Tuesday, November 1, 2011

Alarmed and sprinkled

Since becoming Public Safety Director, I have maintained an office at the Lincoln/Lancaster County Health Department building, at 3140 N Street.  Yesterday afternoon, though, I was downtown for a city council meeting, when my iPhone beeped with an automated text message notifying me of a working fire at...3140 N Street!

Shortly after I had left the building, a fire alarm sounded at the Health Department.  Despite around 200 employees and clients who were in the facility, no one knew there was a fire until the alarm sounded.  The building was evacuated promptly, but this was no false alarm.  A pretty significant fire had started in a lower level storage room.  It had a head start, but as soon as the detectors detected, the alarm went off along with the sprinkler system, keeping the fire isolated to the room of origin until Lincoln Fire & Rescue responded and completed extinguishing the fire.  We'll have a better idea in a few days of the source of ignition.

Without the alarm and the sprinkler system, it's hard to tell what would have happened.  This much is for sure: the damage would have been much more significant, and quite possibly lives would have been imperiled.  We've seen recently what a fire can do in an unsprinkled office building of similar size.  This is the second time in the past two days that alarms have alerted occupants to a peril and allowed evacuation from a structure fire that could have been catastrophic.  

Mayor Chris Beutler came to the scene as the overhaul was underway, and had a good opportunity to see how the Fire & Rescue Department handles a fireground, and how the National Incident Command System works in managing such incidents.  I could tell he was both intrigued and impressed, as was I.  In particular, I was interested in watching and learning about the work that must occur after the fire is out: the removal of smoldering materials, the examination of interior walls and ceilings for lingering fire that may be hidden from sight, the monitoring of hazardous carbon monoxide and hydrogen cyanide gas, the ventilation of the building, and so forth.  All of this is time consuming and tedious, but very necessary before the clean-up and rehabilitation can begin.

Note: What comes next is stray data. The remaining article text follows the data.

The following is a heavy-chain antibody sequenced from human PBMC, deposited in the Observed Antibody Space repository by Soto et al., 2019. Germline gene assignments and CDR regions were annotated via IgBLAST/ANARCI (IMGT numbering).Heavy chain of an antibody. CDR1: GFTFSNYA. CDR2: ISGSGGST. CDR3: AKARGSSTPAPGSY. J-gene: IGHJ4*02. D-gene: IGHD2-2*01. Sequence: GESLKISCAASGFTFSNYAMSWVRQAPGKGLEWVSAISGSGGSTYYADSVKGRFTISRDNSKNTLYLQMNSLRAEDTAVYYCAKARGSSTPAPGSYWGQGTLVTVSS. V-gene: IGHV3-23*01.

It appears that the damage and loss will be somewhere between $50,000 and $100,000--covered by insurance. It could have been much worse. Good preventative engineering and preparation and good response by all involved prevented a greater tragedy.


Tapped Out said...

NICS - another layer of bureaucrats created in reaction to FEMA's ineptness?

I don't question the value of what they do, but I wonder why yet another agency had to be established.

Lurker said...


Please forgive the off topic jump, but could you render your opinion on this http://www.wyff4.com/r/29638219/detail.html?

If the numbers are honest and factual, IMHO they are statistically significant.

Tom Casady said...


I certainly share the Sheriff's frustration. I've catalogued plenty or examples in these pages of people who should have been under lock and key much longer.

The decision to go about are with a loaded firearm should be made only after considerable training and contemplation. It is easy to carry a gun; it is not so easy to use it safely and effectively.